I'm Lori Grunin, Senior Editor of CNET.
And this is the Fujifilm X-T1.
There are tons to like about Fujifilm's weather-sealed, cold-resistant, interchangeable lens camera.
It delivers great photo quality and excellent continuous shooting speed and a pretty comfortable to shoot body that's mostly well designed.
I say mostly because while I generally like shooting with the X-T1, there are few design quirks that make my kind of crazy.
On the good
side, it's got a sufficiently big and pretty comfortable grip.
Manual dials for ISO sensitivity, shutter speed and exposure compensation and a bright tilting LCD.
Plus, the viewfinder is terrific.
It's big with several different views for manually focusing including the dual-view and the digital split-image view plus focus peaking like the rest of the recent generation of X-series cameras I really enjoyed it for street photography but I really don't like the drive-mode control, the movie record
button or the navigation buttons.
While the ISO and shutter speed dials lock, the drive-mode switch doesn't and the single-shooting selections right in the middle.
The combination resulted in my constantly accidentally switching out of single-shooting into burst-mode.
In the movie record navigation buttons are really flat.
I frequently had to push the nav buttons with my fingernail and ended up with videos of me walking down the sidewalk because I thought I pressed the movie and button but hadn't.
These are especially problematic in
cold weather when you're wearing gloves based on the same 16.3 megapixel X-Trans CMOS II sensor as the XE2 but with some tweaking to lower the noise.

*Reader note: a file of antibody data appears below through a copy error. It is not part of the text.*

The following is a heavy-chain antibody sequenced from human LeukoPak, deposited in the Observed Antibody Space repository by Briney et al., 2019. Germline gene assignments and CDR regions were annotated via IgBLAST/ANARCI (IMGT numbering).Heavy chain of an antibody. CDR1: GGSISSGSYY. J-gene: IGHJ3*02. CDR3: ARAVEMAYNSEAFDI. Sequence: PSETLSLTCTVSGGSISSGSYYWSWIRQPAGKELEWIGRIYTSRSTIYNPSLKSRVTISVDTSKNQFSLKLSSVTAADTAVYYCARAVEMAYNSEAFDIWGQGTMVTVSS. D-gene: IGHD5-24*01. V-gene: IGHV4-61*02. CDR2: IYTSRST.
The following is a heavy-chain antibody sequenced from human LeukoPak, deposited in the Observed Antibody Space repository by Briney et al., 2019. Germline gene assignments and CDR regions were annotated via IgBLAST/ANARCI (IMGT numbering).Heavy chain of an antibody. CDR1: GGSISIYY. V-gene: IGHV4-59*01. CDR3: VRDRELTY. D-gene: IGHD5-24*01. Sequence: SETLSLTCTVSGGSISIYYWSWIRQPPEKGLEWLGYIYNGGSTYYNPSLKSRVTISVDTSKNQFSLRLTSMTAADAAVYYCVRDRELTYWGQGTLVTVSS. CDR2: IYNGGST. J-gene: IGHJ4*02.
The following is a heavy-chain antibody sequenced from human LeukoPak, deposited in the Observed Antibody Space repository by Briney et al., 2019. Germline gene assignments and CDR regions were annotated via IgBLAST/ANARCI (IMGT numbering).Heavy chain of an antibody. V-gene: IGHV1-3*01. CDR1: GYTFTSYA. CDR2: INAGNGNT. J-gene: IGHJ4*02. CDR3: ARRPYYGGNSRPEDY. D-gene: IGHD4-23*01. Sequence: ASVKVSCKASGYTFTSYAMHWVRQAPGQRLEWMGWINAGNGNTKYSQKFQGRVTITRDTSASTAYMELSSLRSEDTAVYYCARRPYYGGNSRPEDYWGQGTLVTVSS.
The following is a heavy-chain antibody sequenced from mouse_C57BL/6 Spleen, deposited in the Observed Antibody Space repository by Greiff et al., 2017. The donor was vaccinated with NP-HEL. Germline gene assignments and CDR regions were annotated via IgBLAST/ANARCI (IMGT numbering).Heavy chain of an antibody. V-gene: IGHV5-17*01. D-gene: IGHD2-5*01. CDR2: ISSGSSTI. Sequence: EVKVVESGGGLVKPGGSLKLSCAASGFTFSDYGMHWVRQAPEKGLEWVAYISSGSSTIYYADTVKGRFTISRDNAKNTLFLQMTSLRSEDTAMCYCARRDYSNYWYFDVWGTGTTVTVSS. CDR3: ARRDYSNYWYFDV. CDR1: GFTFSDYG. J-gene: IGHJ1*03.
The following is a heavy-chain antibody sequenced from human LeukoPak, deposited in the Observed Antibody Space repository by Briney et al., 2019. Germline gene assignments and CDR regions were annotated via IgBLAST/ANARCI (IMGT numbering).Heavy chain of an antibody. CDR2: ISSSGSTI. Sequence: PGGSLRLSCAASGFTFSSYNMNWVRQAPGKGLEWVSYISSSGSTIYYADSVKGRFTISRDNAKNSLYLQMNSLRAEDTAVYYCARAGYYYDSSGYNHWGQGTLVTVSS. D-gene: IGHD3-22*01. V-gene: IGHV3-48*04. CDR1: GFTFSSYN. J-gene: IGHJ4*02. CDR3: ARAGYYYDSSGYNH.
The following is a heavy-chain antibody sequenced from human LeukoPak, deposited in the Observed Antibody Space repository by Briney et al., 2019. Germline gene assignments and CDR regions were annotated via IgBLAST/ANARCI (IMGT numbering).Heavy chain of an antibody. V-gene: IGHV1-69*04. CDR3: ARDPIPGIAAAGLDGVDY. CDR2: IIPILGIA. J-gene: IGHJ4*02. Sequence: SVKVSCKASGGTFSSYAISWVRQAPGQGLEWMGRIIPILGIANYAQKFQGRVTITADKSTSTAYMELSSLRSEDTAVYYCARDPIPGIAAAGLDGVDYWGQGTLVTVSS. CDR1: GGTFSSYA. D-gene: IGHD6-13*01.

The X-T1 delivers the same great photo quality.
JPEGs are clean up to ISO 800 and depending upon content can be usable as high as ISO 6400.
Unfortunately, like the XE2, raw support is not available in the expanded ISO sensitivity range.
The X-T1 delivers a great continuous shooting rate of around 7.9 frames per
second at a pretty deep burst of around 30 frames and that's with auto-focus and reasonable as fast saves to the card.
But the rest of its performance is just okay.
There's no on-camera flash but otherwise, it provides a well-rounded feature set including Wi-Fi and intervalemeter.
Fujifilm's camera remote app is nicer than most.
For instance, it lets you zoom when you're browsing remotely which many apps don't.
But the camera could really use NFC to simplify connecting to Android.
All in all, the X-T1 isn't perfect but it's a great
camera and the best of Fujifilm's X-series models today.
I'm Lori Grunin and this is the Fujifilm X-T1.
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